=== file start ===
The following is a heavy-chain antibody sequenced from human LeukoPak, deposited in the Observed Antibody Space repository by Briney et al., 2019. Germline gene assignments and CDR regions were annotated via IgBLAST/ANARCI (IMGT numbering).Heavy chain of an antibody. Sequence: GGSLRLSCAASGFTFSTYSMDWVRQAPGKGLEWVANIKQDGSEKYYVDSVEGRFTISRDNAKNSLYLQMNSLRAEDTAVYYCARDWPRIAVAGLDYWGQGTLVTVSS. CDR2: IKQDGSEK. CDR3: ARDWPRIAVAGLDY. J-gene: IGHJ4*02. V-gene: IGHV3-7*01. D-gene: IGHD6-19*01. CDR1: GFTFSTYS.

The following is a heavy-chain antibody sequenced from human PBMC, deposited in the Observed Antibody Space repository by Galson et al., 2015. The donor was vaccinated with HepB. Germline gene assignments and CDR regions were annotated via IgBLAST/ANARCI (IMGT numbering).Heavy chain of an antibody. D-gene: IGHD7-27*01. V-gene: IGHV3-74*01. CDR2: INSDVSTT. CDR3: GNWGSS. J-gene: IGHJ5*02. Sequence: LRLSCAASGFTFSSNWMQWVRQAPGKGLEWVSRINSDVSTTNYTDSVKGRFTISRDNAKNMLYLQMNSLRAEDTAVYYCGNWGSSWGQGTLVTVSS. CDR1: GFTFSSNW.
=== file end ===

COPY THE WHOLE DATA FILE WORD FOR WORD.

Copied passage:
The following is a heavy-chain antibody sequenced from human LeukoPak, deposited in the Observed Antibody Space repository by Briney et al., 2019. Germline gene assignments and CDR regions were annotated via IgBLAST/ANARCI (IMGT numbering).Heavy chain of an antibody. Sequence: GGSLRLSCAASGFTFSTYSMDWVRQAPGKGLEWVANIKQDGSEKYYVDSVEGRFTISRDNAKNSLYLQMNSLRAEDTAVYYCARDWPRIAVAGLDYWGQGTLVTVSS. CDR2: IKQDGSEK. CDR3: ARDWPRIAVAGLDY. J-gene: IGHJ4*02. V-gene: IGHV3-7*01. D-gene: IGHD6-19*01. CDR1: GFTFSTYS.

The following is a heavy-chain antibody sequenced from human PBMC, deposited in the Observed Antibody Space repository by Galson et al., 2015. The donor was vaccinated with HepB. Germline gene assignments and CDR regions were annotated via IgBLAST/ANARCI (IMGT numbering).Heavy chain of an antibody. D-gene: IGHD7-27*01. V-gene: IGHV3-74*01. CDR2: INSDVSTT. CDR3: GNWGSS. J-gene: IGHJ5*02. Sequence: LRLSCAASGFTFSSNWMQWVRQAPGKGLEWVSRINSDVSTTNYTDSVKGRFTISRDNAKNMLYLQMNSLRAEDTAVYYCGNWGSSWGQGTLVTVSS. CDR1: GFTFSSNW.